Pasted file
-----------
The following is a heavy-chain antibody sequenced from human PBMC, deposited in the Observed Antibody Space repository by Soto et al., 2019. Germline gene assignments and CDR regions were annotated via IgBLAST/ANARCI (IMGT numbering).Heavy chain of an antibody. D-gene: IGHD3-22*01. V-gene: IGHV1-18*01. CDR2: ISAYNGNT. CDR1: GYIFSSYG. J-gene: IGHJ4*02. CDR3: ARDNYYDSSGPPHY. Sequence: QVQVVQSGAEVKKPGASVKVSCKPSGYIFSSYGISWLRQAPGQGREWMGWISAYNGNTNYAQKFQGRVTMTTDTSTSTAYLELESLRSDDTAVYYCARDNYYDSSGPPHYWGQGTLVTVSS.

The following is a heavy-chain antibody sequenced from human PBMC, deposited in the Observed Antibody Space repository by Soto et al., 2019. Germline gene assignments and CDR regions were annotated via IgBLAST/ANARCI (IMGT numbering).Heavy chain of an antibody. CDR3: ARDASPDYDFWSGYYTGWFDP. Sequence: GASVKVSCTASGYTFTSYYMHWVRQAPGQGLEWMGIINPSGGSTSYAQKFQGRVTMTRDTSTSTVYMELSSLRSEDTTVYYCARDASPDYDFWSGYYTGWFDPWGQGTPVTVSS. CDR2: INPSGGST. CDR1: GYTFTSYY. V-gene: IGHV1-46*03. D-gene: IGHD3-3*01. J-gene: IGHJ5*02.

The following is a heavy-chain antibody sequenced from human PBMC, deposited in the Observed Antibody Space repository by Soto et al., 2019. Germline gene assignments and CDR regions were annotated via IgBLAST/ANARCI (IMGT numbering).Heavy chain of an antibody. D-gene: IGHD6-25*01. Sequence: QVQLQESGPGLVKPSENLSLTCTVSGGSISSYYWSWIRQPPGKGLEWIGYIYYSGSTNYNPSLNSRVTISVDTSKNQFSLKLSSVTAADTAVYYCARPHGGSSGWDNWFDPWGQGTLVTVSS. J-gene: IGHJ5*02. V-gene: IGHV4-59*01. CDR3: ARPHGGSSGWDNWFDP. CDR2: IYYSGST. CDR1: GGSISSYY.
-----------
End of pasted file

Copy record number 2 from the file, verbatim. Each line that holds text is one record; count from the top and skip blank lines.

The following is a heavy-chain antibody sequenced from human PBMC, deposited in the Observed Antibody Space repository by Soto et al., 2019. Germline gene assignments and CDR regions were annotated via IgBLAST/ANARCI (IMGT numbering).Heavy chain of an antibody. CDR3: ARDASPDYDFWSGYYTGWFDP. Sequence: GASVKVSCTASGYTFTSYYMHWVRQAPGQGLEWMGIINPSGGSTSYAQKFQGRVTMTRDTSTSTVYMELSSLRSEDTTVYYCARDASPDYDFWSGYYTGWFDPWGQGTPVTVSS. CDR2: INPSGGST. CDR1: GYTFTSYY. V-gene: IGHV1-46*03. D-gene: IGHD3-3*01. J-gene: IGHJ5*02.